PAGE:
An app is no longer just a fun tool to do quick calculations at the jobsite or check the schedule. Apps are becoming more integral to the daily operations of a construction business and are more commonly integrating with backend systems to improve day-to-day operations on a job. However, as this happens, increased risk and security concerns become present.

Apps for construction can range from everything including general productivity apps for file sharing and collaboration, to specific apps for RFIs (requests for information), punchlists, photos, and more, to connected apps that take advantage of location-based technologies and embedded connectivity.

The end goal of app deployment for many construction companies is typically to get at the data and ultimately improve job costing, project management, asset management, forecasting, and other processes on a construction project.

This could be why one of the trends is moving toward mobile application development that leverages the cloud to integrate with backend systems. However, there are some risks inherent with this trend, according to Gartner,, Stamford, Conn.

With the increased demand for mobile applications, non-IT developers are increasingly seeking out ways to develop apps for business, says Gartner. The challenge for IT becomes managing the security and use of corporate data between mobile applications, enterprise systems, and the cloud.

Gordon Van Huizen, research director, Gartner, says the advent of custom app development combined with cloud services and access to enterprise systems will enable non-developers to build apps that take advantage of corporate data with cloud-based services and storage. He cautions the industry, though, that this move toward non-IT professionals developing apps presents a risk to security.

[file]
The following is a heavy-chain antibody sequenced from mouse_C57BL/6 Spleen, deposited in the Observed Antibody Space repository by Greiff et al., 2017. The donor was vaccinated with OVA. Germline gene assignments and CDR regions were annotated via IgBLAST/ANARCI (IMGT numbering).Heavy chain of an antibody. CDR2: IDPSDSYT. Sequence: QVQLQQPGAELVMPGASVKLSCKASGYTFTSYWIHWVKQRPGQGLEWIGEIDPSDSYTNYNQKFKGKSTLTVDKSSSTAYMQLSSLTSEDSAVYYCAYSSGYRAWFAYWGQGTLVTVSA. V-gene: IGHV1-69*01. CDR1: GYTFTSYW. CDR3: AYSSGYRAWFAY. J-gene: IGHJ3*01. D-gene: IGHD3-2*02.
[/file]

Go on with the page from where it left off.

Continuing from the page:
Due to this, it becomes vital for construction businesses to develop policies related to cloud services. These policy considerations and requirements are going to differ from one construction company to the next.

For example, Project Manager Chad Kunkel says Haskell,, Jacksonville, Fla., allows employees to explore what is available in the marketplace and share experiences via an internal form. With this form, team members can indicate what they like, what they don’t like, and thoughts. When a particular app works well, it is shared and gradually makes its way throughout the company.

Kunkel says the company does not, however, require managers to use a particular app. As he says, there are different applications for different personality types. This gives the company the ability to find what makes each individual a stronger manager.

In general, apps are making data more accessible at the jobsite. In the end, good app usage revolves around policies established by each construction company.

Interested in learning more about the role apps play in the construction industry and trends to keep an eye on for the future? Check out the cover story in the May/June  issue of Constructech, which focuses on the role of mobile apps in construction.